More than 10 years ago I read an economic impact study claiming that a new football stadium in Baltimore would create thousands on new jobs and increase local income by hundreds of millions of dollars each year. I didn’t believe it for a minute, and spent quite a bit of time and effort over the past decade demonstrating that sports facilities do not generate tangible economic benefits. Despite the research that many of us here at TSE, and other economists have done, many people continue to believe claims of huge economic impact from many different local economic development projects. For example, just a few weeks ago a press release from the office of California Governor Arnold Schwarzenegger claimed that a new football stadium in Los Angeles would “generate 18,000 jobs and $760 million in annual revenue.”
In 2005, the Supreme Court of the United States, on a 5-4 decision in the Kelo v. City of New London case, ruled that local governments could use eminent domain to transfer private property from one person to another if the takings served the public interest by promoting economic development. The case emerged from the desire of New London, CT, to tear down an existing residential neighborhood in order to create a mixed use commercial/residential “urban village” anchored by Pfizer, a big pharma corporation. Last week, Pfizer announced that it was leaving New London. What is the legacy of the Kelo takings?
Pfizer said it would pull 1,400 jobs out of New London within two years and move most of them a few miles away to a campus it owns in Groton, Conn., as a cost-cutting measure. It would leave behind the city’s biggest office complex and an adjacent swath of barren land that was cleared of dozens of homes to make room for a hotel, stores and condominiums that were never built.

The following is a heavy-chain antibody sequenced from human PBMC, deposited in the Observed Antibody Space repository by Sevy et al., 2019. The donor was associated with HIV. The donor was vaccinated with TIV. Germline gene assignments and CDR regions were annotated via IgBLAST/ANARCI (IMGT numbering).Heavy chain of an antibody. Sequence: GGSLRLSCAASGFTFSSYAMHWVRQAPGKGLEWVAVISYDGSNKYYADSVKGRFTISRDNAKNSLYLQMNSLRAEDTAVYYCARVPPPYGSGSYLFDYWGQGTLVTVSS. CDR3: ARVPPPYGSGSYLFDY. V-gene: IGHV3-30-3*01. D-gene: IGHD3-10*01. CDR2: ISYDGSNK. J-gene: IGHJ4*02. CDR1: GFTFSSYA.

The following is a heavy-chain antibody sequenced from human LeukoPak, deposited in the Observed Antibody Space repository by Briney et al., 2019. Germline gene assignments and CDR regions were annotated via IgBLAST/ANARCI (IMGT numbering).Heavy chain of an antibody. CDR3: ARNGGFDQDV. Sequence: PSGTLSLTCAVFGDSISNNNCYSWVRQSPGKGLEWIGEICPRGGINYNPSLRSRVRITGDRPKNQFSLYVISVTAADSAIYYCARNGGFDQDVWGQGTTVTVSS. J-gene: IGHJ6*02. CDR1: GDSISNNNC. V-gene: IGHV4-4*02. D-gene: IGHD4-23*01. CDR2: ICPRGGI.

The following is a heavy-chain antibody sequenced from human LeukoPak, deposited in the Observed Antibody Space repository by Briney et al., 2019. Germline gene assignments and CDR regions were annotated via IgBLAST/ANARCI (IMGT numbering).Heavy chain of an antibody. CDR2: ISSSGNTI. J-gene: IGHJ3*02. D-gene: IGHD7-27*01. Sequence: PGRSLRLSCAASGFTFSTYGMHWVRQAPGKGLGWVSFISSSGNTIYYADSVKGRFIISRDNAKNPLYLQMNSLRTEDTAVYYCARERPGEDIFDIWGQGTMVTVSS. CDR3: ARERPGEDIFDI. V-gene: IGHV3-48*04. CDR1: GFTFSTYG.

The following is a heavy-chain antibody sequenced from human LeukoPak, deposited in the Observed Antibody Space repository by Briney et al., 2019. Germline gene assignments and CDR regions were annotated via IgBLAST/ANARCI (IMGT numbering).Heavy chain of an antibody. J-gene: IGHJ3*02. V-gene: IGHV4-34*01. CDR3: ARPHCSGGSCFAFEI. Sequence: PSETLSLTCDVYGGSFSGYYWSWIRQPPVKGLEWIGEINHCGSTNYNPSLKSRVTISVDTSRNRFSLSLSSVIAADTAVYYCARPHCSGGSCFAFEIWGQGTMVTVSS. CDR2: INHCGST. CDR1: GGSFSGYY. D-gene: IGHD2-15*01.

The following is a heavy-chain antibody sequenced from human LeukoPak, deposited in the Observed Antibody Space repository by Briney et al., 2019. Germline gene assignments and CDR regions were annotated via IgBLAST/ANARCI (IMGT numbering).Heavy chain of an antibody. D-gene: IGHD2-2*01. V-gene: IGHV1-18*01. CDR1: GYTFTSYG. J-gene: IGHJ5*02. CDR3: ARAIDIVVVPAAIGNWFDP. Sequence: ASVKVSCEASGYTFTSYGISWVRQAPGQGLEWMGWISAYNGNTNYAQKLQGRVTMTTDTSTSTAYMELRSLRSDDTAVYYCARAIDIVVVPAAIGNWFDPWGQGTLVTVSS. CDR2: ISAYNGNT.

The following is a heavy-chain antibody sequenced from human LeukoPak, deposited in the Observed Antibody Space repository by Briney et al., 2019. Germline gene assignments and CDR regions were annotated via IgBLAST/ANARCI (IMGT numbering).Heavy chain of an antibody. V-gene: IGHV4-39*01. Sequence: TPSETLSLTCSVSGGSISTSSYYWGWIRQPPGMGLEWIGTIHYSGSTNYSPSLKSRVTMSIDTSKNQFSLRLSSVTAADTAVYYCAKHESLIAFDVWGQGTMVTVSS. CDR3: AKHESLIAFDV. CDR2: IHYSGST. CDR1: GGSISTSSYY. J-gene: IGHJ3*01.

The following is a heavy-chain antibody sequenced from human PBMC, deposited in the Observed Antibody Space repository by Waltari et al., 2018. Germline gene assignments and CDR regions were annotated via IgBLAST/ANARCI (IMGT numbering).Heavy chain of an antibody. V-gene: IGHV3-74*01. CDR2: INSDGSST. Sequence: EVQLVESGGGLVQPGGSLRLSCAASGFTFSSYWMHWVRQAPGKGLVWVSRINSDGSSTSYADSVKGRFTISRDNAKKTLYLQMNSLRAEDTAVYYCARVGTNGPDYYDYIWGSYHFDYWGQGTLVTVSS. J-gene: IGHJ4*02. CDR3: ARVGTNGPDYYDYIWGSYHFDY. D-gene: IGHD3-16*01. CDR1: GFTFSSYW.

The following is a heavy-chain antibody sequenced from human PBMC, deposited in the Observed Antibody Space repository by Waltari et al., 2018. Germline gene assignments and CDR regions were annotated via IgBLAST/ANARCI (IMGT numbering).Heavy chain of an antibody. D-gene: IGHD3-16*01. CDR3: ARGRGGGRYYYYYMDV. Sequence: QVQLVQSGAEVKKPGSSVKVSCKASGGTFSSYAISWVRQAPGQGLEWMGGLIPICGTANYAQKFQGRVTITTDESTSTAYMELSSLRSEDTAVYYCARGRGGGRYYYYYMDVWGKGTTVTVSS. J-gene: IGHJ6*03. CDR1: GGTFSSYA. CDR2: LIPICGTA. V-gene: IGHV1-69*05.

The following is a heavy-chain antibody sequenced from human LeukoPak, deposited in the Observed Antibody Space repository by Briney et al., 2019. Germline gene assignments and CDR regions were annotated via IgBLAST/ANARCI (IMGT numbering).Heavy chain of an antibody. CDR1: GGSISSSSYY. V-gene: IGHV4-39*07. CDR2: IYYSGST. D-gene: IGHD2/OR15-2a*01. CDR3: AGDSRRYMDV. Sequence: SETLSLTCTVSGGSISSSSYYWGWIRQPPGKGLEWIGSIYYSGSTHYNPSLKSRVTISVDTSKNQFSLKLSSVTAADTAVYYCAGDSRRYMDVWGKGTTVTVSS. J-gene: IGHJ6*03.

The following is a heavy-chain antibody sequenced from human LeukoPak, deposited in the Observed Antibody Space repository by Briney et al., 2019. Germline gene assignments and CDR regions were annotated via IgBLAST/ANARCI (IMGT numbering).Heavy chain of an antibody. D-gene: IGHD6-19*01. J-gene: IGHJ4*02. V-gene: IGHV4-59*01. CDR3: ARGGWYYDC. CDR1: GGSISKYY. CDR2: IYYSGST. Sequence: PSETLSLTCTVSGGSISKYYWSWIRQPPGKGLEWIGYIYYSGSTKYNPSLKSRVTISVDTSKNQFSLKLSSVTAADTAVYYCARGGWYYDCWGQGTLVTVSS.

At the time that New London began using eminent domain to take private property, the city claimed that the new development around the Pfizer facility would have a huge positive economic impact on the surrounding community. A majority of Supreme Court justices believed these claims. The opinion can be found here. It’s one of the worst decisions the court ever made, in my opinion. Here’s a quote from the opinion
The City has carefully formulated an economic development plan that it believes will provide appreciable benefits to the community, including–but by no means limited to–new jobs and increased tax revenue. As with other exercises in urban planning and development, the City is endeavoring to coordinate a variety of commercial, residential, and recreational uses of land, with the hope that they will form a whole greater than the sum of its parts. To effectuate this plan, the City has invoked a state statute that specifically authorizes the use of eminent domain to promote economic development. Given the comprehensive character of the plan, the thorough deliberation that preceded its adoption, and the limited scope of our review, it is appropriate for us, as it was in Berman, to resolve the challenges of the individual owners, not on a piecemeal basis, but rather in light of the entire plan. Because that plan unquestionably serves a public purpose, the takings challenged here satisfy the public use requirement of the Fifth Amendment.
So much for the careful economic development plans of New London. The important lesson here is that it is relatively easy to make seemingly credible claims about future economic benefits from an urban “revitalization” project. Five justices of the Supreme Court were so convinced by the purported economic benefits that would flow from the planned New London “urban community” that they let the government use eminent domain to take private property from local residents to make it happen. But realizing those benefits is a much more difficult accomplishment, even if the planners mean well. The final outcome in New London should serve as a warning to those who swallow claims of future economic benefits hook line and sinker.